Profile information Account settings
Help Contact us
Sign up Log in
Help Contact us


What is VAT? Why do you need it? What options are available? Read this guide to get to grips with VAT.
Make your Sale of goods agreement
Get started
Answer a few questions. We'll take care of the rest

The government introduced VAT in 1973 to generate additional revenue. VAT applies to all 'taxable supplies' VAT including the sale of goods and services.

VAT is added to everything a business sells (if the business is registered for VAT). This is known as ‘Output VAT’.

Concurrently when a business buys goods or services from other businesses, VAT can be claimed back from the purchase total. This is known as ‘Input VAT’.

The amount of tax paid to the government is the Output VAT minus the Input VAT.

The VAT registration threshold is £85,000. If annual business turnover exceeds this threshold then a business has to register for VAT (large penalties apply for failure to do so). If annual business turnover is under the threshold, then it is not mandatory to register. However, it is then obvious that business turnover is less than £85,000, which you may not wish to advertise.

You can register for VAT online on the government website. Under certain circumstances you may register by post using form VAT1. These circumstances include where:

  • you want to apply for a ‘registration exception’

  • you’re registering the divisions of business units of a body corporate under separate VAT numbers

  • you’re joining the agricultural flat rate scheme

For more information, read VAT registration.

There are 3 alternative schemes suited to small business, each with their own pros and cons.

The flat rate scheme

A business pays a fixed rate of VAT to HMRC, and keeps the difference between what the customer is charged and what is paid to HMRC. For example an IT consultant’s flat rate is 14.5%, they charge the customer 20% VAT, and keep 5.5.%. Different types of businesses pay different rates. These rates are listed on the government website. VAT payments are calculated as a fixed percentage of your total turnover. In this scheme VAT cannot be reclaimed on purchases - except for certain capital assets over £2,000. To join the scheme VAT turnover must be £150,000 or less (excluding VAT), and you must apply to HMRC.

For more information, read VAT Flat Rate Scheme.

Cash accounting scheme

VAT returns are based on when money for purchases or sales physically changes hands, not the date stated on invoices. This is a good scheme if you use cash accounting. Otherwise you risk paying VAT on sales you’ve not yet been paid for (as is the case with the flat rate scheme!).

Under this scheme you:

  • pay VAT on sales once your customers pays you

  • reclaim VAT on your purchases once you have paid your supplier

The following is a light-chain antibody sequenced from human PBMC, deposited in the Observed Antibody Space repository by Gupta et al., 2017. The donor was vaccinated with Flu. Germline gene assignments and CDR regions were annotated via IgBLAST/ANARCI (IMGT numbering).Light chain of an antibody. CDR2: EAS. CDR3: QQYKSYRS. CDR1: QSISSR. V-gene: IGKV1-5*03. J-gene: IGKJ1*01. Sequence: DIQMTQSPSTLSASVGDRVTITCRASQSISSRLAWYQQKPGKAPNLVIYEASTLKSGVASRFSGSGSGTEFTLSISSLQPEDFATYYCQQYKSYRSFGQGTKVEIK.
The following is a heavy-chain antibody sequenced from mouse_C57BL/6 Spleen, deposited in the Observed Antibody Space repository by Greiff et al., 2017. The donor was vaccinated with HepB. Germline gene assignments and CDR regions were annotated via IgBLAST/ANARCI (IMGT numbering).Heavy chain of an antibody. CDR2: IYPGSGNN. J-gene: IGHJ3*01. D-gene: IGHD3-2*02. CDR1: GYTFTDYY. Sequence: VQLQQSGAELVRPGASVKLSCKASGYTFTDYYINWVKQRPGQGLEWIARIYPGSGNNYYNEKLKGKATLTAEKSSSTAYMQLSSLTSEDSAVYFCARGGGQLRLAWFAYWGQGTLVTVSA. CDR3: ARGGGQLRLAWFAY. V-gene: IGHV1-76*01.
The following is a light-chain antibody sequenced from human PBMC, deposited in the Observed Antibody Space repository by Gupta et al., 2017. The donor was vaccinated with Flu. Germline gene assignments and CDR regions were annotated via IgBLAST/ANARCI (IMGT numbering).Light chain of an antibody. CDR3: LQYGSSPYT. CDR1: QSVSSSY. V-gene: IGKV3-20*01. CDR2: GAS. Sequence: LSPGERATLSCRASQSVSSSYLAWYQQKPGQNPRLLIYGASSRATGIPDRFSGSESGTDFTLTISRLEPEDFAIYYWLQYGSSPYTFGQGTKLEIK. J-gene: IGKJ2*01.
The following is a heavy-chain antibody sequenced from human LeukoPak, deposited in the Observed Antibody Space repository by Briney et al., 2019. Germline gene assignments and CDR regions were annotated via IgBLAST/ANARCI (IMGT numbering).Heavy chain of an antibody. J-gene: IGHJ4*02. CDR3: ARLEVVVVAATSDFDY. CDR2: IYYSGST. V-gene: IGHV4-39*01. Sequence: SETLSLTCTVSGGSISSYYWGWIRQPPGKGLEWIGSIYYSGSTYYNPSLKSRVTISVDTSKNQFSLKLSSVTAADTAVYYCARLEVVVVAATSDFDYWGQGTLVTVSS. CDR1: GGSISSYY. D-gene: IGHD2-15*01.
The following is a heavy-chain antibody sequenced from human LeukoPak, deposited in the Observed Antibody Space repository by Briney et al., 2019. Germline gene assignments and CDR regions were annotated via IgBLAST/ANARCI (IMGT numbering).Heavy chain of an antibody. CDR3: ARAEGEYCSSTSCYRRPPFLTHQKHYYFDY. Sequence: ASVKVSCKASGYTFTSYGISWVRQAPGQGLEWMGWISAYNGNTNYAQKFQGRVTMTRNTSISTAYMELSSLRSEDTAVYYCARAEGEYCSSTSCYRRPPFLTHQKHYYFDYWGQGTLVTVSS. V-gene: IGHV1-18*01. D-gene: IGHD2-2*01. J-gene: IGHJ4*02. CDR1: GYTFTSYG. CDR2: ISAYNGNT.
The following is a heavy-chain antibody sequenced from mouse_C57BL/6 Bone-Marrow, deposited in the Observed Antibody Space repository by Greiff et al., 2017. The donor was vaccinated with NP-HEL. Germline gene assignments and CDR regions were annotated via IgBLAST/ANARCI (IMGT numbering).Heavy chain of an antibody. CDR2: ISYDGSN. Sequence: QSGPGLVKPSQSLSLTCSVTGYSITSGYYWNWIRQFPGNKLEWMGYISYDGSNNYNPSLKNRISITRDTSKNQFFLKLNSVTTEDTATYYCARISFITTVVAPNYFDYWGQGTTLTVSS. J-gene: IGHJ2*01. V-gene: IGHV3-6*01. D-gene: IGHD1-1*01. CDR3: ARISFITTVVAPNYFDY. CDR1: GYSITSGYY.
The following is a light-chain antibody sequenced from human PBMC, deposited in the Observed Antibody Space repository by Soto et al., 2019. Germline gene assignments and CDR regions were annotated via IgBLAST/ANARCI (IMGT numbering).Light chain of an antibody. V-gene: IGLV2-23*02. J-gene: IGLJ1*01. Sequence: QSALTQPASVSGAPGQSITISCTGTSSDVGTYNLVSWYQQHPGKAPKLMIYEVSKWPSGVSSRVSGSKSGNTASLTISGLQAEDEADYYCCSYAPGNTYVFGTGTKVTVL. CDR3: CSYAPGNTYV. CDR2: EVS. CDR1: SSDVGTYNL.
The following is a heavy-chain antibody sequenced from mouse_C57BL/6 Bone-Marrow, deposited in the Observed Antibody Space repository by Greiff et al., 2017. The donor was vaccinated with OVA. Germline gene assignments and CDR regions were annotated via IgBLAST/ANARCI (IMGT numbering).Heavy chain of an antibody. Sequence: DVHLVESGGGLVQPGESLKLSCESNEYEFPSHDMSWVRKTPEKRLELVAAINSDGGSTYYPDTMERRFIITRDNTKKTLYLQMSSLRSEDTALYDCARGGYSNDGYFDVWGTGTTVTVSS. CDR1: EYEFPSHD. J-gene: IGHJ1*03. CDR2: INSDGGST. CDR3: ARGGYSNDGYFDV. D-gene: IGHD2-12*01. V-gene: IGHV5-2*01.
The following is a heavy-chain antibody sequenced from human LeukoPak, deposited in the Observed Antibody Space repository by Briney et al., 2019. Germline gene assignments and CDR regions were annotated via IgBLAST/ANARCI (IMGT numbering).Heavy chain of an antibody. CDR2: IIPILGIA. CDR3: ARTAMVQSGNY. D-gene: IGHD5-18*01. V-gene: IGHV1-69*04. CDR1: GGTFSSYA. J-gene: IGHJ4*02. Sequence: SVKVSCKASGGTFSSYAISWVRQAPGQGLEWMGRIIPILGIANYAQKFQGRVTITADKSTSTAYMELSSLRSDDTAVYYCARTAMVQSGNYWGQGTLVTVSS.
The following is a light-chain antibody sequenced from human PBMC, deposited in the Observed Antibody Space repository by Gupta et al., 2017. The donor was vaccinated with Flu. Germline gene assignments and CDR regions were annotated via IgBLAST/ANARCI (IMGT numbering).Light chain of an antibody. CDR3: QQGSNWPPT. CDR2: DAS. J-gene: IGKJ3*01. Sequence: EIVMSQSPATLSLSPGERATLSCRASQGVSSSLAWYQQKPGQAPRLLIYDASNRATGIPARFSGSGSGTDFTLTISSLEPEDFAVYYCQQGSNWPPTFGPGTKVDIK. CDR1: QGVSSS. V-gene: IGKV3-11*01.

Note that to be eligible for this scheme, you need a maximum annual turnover of £1.35 million.

For more information, read VAT Cash Accounting Scheme.

Annual accounting scheme

You do one VAT return a year, whereas with the other two schemes you do so once a quarter (ie you submit your VAT Returns and payments to HMRC 4 times per year). Based on the figures in this annual return, you then make advanced monthly payments in the following year. These start in month 4 and continue until month 12, a total of 9 payments. There is a balancing payment in month 14.

If you’re able to sync your annual VAT return with your financial year, you’ll avoid additional paperwork too. And spreading the payments out will help with budgeting and financial forecasting. To be eligible for the scheme you need a maximum annual turnover of £1.35 million.

For more information, read VAT Annual Accounting Scheme.

When a business is VAT registered, it is normally required to add VAT when invoicing a client for services and keep a record of the VAT charge to be added to VAT returns.


Prices can be inclusive or exclusive of VAT.

When charging VAT on goods or services you need to make a calculation. This also applied when you’re working out the amount of VAT you can reclaim on items you sold inclusive of VAT.


When you are working out a price inclusive of the standard VAT-rate (20%), multiply the price (exclusive of VAT) by 1.2.


When you are working out a price exclusive of the standard VAT-rate (20%), divide the price including VAT by 1.2.

Businesses that are registered for VAT with a taxable turnover above the VAT threshold (£85,000) must follow the Making Tax Digital rules by keeping certain digital records (eg VAT registration number, the VAT scheme used and the VAT-rate charged on goods and/or services) on submitting VAT returns using compatible software

The Making Tax Digital rules don’t apply if:

  • a business uses the VAT GIANT service (eg government departments or NHS Trusts)

  • an exemption applies (eg the business’ taxable turnover has not been above £85,000 since April 2019 or the business is subject to an insolvency procedure)

Businesses below the VAT threshold can voluntarily join the Making Tax Digital service. From 1 April 2022, all VAT registered businesses must sign up, regardless of what they earn.

For more information, see the government's guidance.

You can reclaim VAT paid on goods and services purchased for use in your business.

You are in business when, for example, you earn an income by carrying on a trade, vocation or profession - by being self-employed or through another entity, such as a limited company.

If you carry on a trade, for example, you receive money for appearing on a television programme, you provide a service to a customer (in this case, the television production company) for a reward. Any VAT on monies received from the customer can be reclaimed.

For more information, read Reclaiming VAT.

Make your Sale of goods agreement
Get started
Answer a few questions. We'll take care of the rest

We use cookies to provide the best experience